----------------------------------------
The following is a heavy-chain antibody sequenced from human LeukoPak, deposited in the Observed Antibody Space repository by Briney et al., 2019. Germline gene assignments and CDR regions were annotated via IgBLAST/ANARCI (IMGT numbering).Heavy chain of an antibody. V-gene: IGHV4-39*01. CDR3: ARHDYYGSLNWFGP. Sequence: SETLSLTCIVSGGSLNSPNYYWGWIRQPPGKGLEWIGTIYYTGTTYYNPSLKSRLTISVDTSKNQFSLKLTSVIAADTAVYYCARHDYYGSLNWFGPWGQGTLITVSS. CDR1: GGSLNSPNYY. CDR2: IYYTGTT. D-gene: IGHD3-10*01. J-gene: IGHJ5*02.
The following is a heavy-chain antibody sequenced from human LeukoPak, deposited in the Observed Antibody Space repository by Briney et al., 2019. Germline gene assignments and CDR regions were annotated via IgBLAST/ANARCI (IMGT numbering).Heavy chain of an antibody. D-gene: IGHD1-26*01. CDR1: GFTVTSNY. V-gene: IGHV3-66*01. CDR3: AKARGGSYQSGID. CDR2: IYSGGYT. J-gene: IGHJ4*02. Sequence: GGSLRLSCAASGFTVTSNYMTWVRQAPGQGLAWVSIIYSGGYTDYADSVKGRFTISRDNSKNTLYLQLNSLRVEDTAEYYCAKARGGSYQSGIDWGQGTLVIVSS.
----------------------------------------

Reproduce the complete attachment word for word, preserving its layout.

The following is a heavy-chain antibody sequenced from human LeukoPak, deposited in the Observed Antibody Space repository by Briney et al., 2019. Germline gene assignments and CDR regions were annotated via IgBLAST/ANARCI (IMGT numbering).Heavy chain of an antibody. V-gene: IGHV4-39*01. CDR3: ARHDYYGSLNWFGP. Sequence: SETLSLTCIVSGGSLNSPNYYWGWIRQPPGKGLEWIGTIYYTGTTYYNPSLKSRLTISVDTSKNQFSLKLTSVIAADTAVYYCARHDYYGSLNWFGPWGQGTLITVSS. CDR1: GGSLNSPNYY. CDR2: IYYTGTT. D-gene: IGHD3-10*01. J-gene: IGHJ5*02.
The following is a heavy-chain antibody sequenced from human LeukoPak, deposited in the Observed Antibody Space repository by Briney et al., 2019. Germline gene assignments and CDR regions were annotated via IgBLAST/ANARCI (IMGT numbering).Heavy chain of an antibody. D-gene: IGHD1-26*01. CDR1: GFTVTSNY. V-gene: IGHV3-66*01. CDR3: AKARGGSYQSGID. CDR2: IYSGGYT. J-gene: IGHJ4*02. Sequence: GGSLRLSCAASGFTVTSNYMTWVRQAPGQGLAWVSIIYSGGYTDYADSVKGRFTISRDNSKNTLYLQLNSLRVEDTAEYYCAKARGGSYQSGIDWGQGTLVIVSS.